The rear sight adjusts for both windage and elevation. It has a vee notch. The front sight is a tapered post inside two heavy protective wings. Friends, I see nary a fiber nor an optic anywhere on this gorgeous rifle. This one was made to shoot! And there is no provision for mounting a scope or dot sight. You stand on your two legs and shoot this one like an adult!
Yes, steel BBs. That is something I cannot figure out. Why rifle a barrel and then shoot steel? The rifling has no affect on steel, so why bear the expense?
The model 30 barrel was also rifled and required 4.4mm lead balls for ammunition. The directions in the manual for this rifle say to use 4.5mm steel BBs, but all BBs on the market are 4.3 mm or smaller except for the larger Marksman BBs, and I will not be trying any of those in the test gun! But I do plan to try lead shot. I discovered while shooting the model 30 in 2018 that the 4.4 mm plated lead balls I have are undersized. But since I saw a larger ball get jammed in the model 30 during testing I will proceed cautiously in this area. I do plan to shoot conventional steel BBs as well.
You load with an aluminum funnel. That’s handy because the tubular magazine holds 120 rounds. That’s part of the gallery heritage.
The magazine has three windows in front that let you see what kind of BBs remain. And the BBs are fed by gravity, which comes naturally when you elevate the muzzle to pull back the bolt.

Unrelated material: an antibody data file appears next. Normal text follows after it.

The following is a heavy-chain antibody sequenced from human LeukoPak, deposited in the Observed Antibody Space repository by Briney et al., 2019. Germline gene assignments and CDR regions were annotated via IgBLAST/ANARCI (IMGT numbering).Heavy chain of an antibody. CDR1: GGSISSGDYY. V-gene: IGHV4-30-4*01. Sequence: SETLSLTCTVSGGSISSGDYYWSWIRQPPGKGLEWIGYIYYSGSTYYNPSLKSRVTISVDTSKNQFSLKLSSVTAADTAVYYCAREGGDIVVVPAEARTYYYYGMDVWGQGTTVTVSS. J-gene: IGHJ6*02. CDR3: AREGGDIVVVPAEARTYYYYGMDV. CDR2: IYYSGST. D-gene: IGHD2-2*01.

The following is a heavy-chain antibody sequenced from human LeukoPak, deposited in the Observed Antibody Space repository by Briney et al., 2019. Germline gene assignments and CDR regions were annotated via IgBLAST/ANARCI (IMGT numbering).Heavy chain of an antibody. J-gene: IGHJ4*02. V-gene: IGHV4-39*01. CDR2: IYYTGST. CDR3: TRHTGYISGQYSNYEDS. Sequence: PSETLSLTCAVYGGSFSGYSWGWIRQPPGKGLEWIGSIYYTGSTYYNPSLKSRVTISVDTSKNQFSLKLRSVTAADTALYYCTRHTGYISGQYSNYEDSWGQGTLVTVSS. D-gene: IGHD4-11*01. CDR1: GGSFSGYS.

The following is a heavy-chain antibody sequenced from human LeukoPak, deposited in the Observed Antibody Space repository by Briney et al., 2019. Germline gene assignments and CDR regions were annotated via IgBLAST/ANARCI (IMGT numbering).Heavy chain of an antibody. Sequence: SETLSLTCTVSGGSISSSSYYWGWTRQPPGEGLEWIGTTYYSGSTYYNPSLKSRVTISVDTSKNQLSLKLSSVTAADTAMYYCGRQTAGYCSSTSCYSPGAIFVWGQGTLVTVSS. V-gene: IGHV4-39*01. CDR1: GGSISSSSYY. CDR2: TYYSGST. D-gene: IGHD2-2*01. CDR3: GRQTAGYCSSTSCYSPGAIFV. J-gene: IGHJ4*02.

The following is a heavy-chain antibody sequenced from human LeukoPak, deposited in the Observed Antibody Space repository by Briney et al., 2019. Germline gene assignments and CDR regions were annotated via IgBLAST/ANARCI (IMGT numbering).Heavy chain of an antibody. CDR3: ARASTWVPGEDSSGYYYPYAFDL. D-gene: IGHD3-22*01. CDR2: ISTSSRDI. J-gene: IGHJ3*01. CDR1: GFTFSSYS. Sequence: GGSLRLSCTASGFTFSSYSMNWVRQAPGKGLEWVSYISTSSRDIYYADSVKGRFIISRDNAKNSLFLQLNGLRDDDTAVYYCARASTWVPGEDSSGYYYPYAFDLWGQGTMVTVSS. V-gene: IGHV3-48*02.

It’s not hard to figure out. This is a large, heavy rifle that copies one that once sold for a thousand dollars in the US. That one was probably selling for around or just under three hundred dollars in Europe in the 1990s when it was available. This one retails for under $170 in 2022, when Bidenberry juice costs one dollar to four dollars more per gallon than it did two years ago. Where do you think it was made?
Of course it was made in China, but it has the look of an air rifle made in Germany (enable, enable…). Yes, it really does. I’m excited about the Oktoberfest; can you tell? I’m excited because I now have the opportunity to test it. And, in turn, for it to test me! You see, this is an offhand, shooter’s airgun. Old wobbly BB will stand and attempt to shoot the Oktoberfest as Diana intended.
Besides making them in China, several design things were done to make the Oktoberfest less expensive to produce. Those shot counters that added complexity were left out, and individual shooters should not notice their loss. The rear sight was simplified a bit to bring the cost down and the trigger is non-adjustable. But you won’t notice any of that because you will be blown away by the quality of the rifle.
In Germany Diana sells breakable clay targets, but they haven’t sent them to the US — at least not yet. But no worries, because Daisy has given us the Shatterblast targets. They work the same way. And those who can get them can also shoot clay pigeons, spinners, bells, and perhaps the best of all — the BadaBang Interactive Target Shooting System!
Oh, we’re going to shoot this one! Yes, we are! BB is excited. And, Pyramyd AIR, I don’t believe this rifle will be returning to you. I’ll send you money, instead.
The Diana Oktoberfest appears to be done right. By that I mean it’s pretty much what any of us would have made, if we had been asked. I sure hope the accuracy is as good as it seemed when we shot it last weekend. If it is, I think the Daisy 499 has a new friend, and perhaps even a competitor.